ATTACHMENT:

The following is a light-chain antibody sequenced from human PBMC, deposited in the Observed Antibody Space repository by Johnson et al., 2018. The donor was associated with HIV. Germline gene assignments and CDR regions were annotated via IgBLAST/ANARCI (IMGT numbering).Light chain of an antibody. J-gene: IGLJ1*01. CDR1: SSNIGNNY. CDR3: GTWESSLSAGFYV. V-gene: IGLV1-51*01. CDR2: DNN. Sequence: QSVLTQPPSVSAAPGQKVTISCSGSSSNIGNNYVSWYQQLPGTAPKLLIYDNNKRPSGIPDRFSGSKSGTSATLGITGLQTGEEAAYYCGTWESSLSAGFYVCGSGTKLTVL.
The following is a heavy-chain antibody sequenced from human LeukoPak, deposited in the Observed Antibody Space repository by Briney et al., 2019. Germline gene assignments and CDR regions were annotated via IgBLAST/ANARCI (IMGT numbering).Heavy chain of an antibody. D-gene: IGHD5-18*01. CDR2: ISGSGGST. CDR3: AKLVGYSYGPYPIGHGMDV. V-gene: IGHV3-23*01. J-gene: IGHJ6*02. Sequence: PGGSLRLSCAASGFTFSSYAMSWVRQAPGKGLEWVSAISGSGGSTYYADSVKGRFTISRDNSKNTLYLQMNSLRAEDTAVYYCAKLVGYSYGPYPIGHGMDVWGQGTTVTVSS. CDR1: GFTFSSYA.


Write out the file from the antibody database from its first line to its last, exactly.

The following is a light-chain antibody sequenced from human PBMC, deposited in the Observed Antibody Space repository by Johnson et al., 2018. The donor was associated with HIV. Germline gene assignments and CDR regions were annotated via IgBLAST/ANARCI (IMGT numbering).Light chain of an antibody. J-gene: IGLJ1*01. CDR1: SSNIGNNY. CDR3: GTWESSLSAGFYV. V-gene: IGLV1-51*01. CDR2: DNN. Sequence: QSVLTQPPSVSAAPGQKVTISCSGSSSNIGNNYVSWYQQLPGTAPKLLIYDNNKRPSGIPDRFSGSKSGTSATLGITGLQTGEEAAYYCGTWESSLSAGFYVCGSGTKLTVL.
The following is a heavy-chain antibody sequenced from human LeukoPak, deposited in the Observed Antibody Space repository by Briney et al., 2019. Germline gene assignments and CDR regions were annotated via IgBLAST/ANARCI (IMGT numbering).Heavy chain of an antibody. D-gene: IGHD5-18*01. CDR2: ISGSGGST. CDR3: AKLVGYSYGPYPIGHGMDV. V-gene: IGHV3-23*01. J-gene: IGHJ6*02. Sequence: PGGSLRLSCAASGFTFSSYAMSWVRQAPGKGLEWVSAISGSGGSTYYADSVKGRFTISRDNSKNTLYLQMNSLRAEDTAVYYCAKLVGYSYGPYPIGHGMDVWGQGTTVTVSS. CDR1: GFTFSSYA.